Mon, Sep 9th 2013 8:29am
from the ‘lifelong-position-of-power’-is-the-new-‘disciplinary-action’ dept
So, this is the way the system works, apparently. If you’re linked with nearly a decade’s worth of surveillance abuses, not only won’t you be punished for your malfeasance, but you’ll be promoted to a lifelong position of greater power.
Spencer Ackerman at The Guardian has compiled an in-depth look at Valerie Caproni, former top lawyer for the FBI and current nominee for a federal judge position in the Southern District of New York. Nothing Ackerman’s dug up looks promising for plaintiffs running privacy-related cases through this district court if she’s approved.
A 2010 report by the Department of Justice’s internal watchdog found that the FBI misused a type of non-judicial subpoena known as an “exigent letter” to improperly obtain more than 5,500 phone numbers of Americans.
“The FBI broke the law on telephone records privacy and the general counsel’s office, headed by Valerie Caproni, sanctioned it and must face consequences,” said John Conyers, then the chairman of the House judiciary committee, in April 2010, who called for then-FBI director Robert Mueller to fire her.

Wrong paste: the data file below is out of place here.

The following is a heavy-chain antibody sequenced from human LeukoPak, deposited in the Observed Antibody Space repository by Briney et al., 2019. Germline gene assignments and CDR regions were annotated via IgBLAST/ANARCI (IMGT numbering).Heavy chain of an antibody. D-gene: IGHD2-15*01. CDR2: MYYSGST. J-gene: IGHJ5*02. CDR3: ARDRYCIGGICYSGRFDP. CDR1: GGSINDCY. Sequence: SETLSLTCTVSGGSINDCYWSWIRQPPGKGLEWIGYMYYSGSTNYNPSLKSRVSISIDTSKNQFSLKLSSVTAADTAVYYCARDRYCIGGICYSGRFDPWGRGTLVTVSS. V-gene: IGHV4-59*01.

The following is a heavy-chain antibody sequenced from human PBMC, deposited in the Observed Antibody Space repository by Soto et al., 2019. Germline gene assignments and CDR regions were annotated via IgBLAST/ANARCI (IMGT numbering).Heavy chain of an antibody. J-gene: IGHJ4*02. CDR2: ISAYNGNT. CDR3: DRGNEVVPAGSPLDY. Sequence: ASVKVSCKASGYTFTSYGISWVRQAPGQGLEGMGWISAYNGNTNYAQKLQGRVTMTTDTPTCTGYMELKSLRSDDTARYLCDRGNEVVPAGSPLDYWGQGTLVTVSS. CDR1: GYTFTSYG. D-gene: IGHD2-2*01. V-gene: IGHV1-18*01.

Conyers said he was “outraged” that the FBI invented “exigent letters” to more easily obtain phone records, and intimated Caproni was responsible for it. “It’s not in the Patriot Act. It never has been. And its use, perhaps coincidentally, began in the same month that Ms Valerie Caproni began her work as general counsel,” Conyers said in a hearing that month. The FBI stopped using exigent letters in 2006.
“Exigent circumstance letters” (ECLs) were the end-around the FBI used when its National Security Letters failed to pry loose the phone data it was looking for, or more frequently, when it was deemed that following proper procedure would just take too long. Not that these NSLs were any less abusive — they were often used to access data in violation of the “limits” built into the PATRIOT Act. Apparently, the NSL loophole frequently wasn’t big enough or fast enough, at which point the FBI would craft “exigent letters.” These were supposed to be followed up by official NSLs, but the FBI often found it was easier to just not do that.